Lockdown –7 days - I am now working from home full-time. It is going to be about routine. I will train three times a day; morning, noon and evening. This will help structure and break up my day. Other news; the cat is delighted to have another human in the house to demand attention off.
How much toilet roll, pasta and tinned tomatoes can people stockpile?
As ever I was the first person to rise the morning after the my 100k, and I needed food. The highly nutritious post run supper of crisps and beer had hit the spot at the time but did not provide quality recovery sustenance. I found coffee and freshly baked bread in the kitchen which I supplemented with our supplies to make a tasty if slightly odd breakfast. Then I sat in the quiet munching away and reflecting on the previous day.
The Global Odyssey has reached another milestone after a stormy period in rough waters. On 8th February 2020 I ran Global Odyssey New Zealand 100k to complete the Oceania stage of the Odyssey
Life goes on and with it we move on.
Just as with our running we hit peaks and troughs, get injured, have to cope with the unexpected, find a plan B. We have to move on or we just simply stop.
It has been a while since I wrote. There should have been an entry for the Global Odyssey trip to North America and for the Ben Vorlich Ultra. Why the silence? Well, life has thrown a massive curve ball that has totally knocked the wind out of my sails and all my motivation with it.
The head torch is out. A slight edge of panic sets in. Part 2 of the Global Odyssey Patagonia 100
I never thought I would hear myself saying this: Patagonia trumps Antarctica!
What an epic, spectacular, awesome and inspiring experience the South American stage of the Global Odyssey 100 was.
Nature finally let me pass, allowed safe passage and I completed the African stage of my Global Odyssey 100k challenge. It was my day. I rocked it.
2018 has been the epitomised the odyssey. It has been a year of challenges both physical and mental; and there have been successes and failures. It would not be an odyssey if it was easy, and it would not be an odyssey if I didn’t learn along the way.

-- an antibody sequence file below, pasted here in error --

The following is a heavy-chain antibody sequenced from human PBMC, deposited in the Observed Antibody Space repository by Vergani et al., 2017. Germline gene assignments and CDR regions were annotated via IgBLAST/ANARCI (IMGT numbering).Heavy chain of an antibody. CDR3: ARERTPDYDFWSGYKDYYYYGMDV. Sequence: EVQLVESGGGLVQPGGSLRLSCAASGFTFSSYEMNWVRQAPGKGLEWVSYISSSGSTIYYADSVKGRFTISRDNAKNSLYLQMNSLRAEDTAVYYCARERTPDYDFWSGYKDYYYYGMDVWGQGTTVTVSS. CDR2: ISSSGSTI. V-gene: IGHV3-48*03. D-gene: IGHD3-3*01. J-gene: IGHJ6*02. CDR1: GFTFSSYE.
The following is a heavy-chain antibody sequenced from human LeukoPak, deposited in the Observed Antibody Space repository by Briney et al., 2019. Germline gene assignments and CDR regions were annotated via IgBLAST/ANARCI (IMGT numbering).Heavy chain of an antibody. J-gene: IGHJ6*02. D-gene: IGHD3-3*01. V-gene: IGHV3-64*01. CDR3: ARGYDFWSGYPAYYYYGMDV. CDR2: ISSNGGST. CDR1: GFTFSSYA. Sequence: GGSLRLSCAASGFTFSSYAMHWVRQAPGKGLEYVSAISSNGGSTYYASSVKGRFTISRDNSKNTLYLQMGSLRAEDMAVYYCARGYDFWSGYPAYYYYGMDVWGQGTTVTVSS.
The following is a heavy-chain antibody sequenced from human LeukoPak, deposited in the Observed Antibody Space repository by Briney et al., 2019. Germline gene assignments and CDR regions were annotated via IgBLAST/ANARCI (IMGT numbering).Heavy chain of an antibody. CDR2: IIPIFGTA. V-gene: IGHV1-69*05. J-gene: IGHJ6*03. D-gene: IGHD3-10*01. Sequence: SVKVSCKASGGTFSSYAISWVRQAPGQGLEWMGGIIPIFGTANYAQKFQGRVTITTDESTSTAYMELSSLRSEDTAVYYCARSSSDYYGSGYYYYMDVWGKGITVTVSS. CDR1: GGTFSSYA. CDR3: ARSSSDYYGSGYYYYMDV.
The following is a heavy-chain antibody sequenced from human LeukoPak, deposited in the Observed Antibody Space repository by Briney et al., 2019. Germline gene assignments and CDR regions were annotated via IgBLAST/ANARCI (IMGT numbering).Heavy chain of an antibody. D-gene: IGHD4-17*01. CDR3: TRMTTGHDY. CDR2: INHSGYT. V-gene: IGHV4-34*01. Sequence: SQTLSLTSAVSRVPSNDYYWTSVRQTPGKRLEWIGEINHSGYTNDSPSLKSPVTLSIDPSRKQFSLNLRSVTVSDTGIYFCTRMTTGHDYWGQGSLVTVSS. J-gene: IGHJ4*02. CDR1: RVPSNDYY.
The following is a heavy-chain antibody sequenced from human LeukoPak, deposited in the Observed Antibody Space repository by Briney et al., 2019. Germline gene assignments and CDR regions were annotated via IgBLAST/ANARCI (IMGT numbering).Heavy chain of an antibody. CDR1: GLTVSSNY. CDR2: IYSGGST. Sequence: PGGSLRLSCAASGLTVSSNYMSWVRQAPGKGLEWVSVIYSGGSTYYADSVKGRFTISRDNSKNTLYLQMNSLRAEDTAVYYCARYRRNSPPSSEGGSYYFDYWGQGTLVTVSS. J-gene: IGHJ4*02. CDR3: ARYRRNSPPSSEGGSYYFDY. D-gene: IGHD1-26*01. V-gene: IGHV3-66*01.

A friend recently declared in public that she ‘loved running; but was not very good at it’. This made me think. Define a good runner. What makes a good runner? Is it really just the domain of the elites, the club runners, the front of the pack runners, the podium placing runners?
Recently watching a documentary about an Everest ascent that did not go to plan I was struck by the cost of hubris. The climber’s desire and determination to be the first to summit in that season, and significantly, to be last off the summit that day despite rapidly deteriorating weather conditions was an act of sheer hubris and lack of respect for nature that almost cost him his life.
I knew there was a reason why I don’t normally line up events for January and February and why my mileage goes down over the winter. It’s the I just want to rest on my summer laurels, kick back, reduce the mileage and lie about in the warmth and get fat factor. This bear just wants to coorie in and hibernate.
I must be honest and say that this blog entry is tinged with disappointment and frustration at my second failure to complete the African stage of the Global Odyssey, but I am entirely comfortable with my decision to abandon forty-five kilometres into the 100k Ultra Mirage el Djerid event.
An epic run with a Mongolian mud spa treatment thrown in for free.
Where do I start? This stage of the Global Odyssey 100 was the perfect example of what the Global Odyssey is about: remote, extreme, challenging, wild, beautiful and awe inspiring. One hundred kilometres over foothills, through gorges, over desert plains in rain and sunshine with temperatures ranging from fifteen to thirty-one degrees, from dawn to night.